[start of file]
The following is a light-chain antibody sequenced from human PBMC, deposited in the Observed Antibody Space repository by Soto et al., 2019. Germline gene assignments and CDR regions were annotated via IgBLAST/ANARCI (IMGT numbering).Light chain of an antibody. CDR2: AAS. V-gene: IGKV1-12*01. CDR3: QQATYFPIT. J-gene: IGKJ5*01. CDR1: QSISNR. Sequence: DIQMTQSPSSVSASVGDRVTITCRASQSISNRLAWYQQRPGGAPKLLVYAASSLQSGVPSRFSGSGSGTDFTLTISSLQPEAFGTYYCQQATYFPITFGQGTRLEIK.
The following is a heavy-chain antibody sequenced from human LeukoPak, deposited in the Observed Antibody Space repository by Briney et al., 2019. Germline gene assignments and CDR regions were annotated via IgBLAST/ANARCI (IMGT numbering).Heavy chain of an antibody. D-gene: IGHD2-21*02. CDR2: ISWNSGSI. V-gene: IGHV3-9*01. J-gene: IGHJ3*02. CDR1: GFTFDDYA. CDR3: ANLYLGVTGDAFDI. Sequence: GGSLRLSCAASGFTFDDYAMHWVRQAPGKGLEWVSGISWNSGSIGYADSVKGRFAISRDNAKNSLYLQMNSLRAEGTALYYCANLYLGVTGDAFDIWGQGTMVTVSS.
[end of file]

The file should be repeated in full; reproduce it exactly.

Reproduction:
The following is a light-chain antibody sequenced from human PBMC, deposited in the Observed Antibody Space repository by Soto et al., 2019. Germline gene assignments and CDR regions were annotated via IgBLAST/ANARCI (IMGT numbering).Light chain of an antibody. CDR2: AAS. V-gene: IGKV1-12*01. CDR3: QQATYFPIT. J-gene: IGKJ5*01. CDR1: QSISNR. Sequence: DIQMTQSPSSVSASVGDRVTITCRASQSISNRLAWYQQRPGGAPKLLVYAASSLQSGVPSRFSGSGSGTDFTLTISSLQPEAFGTYYCQQATYFPITFGQGTRLEIK.
The following is a heavy-chain antibody sequenced from human LeukoPak, deposited in the Observed Antibody Space repository by Briney et al., 2019. Germline gene assignments and CDR regions were annotated via IgBLAST/ANARCI (IMGT numbering).Heavy chain of an antibody. D-gene: IGHD2-21*02. CDR2: ISWNSGSI. V-gene: IGHV3-9*01. J-gene: IGHJ3*02. CDR1: GFTFDDYA. CDR3: ANLYLGVTGDAFDI. Sequence: GGSLRLSCAASGFTFDDYAMHWVRQAPGKGLEWVSGISWNSGSIGYADSVKGRFAISRDNAKNSLYLQMNSLRAEGTALYYCANLYLGVTGDAFDIWGQGTMVTVSS.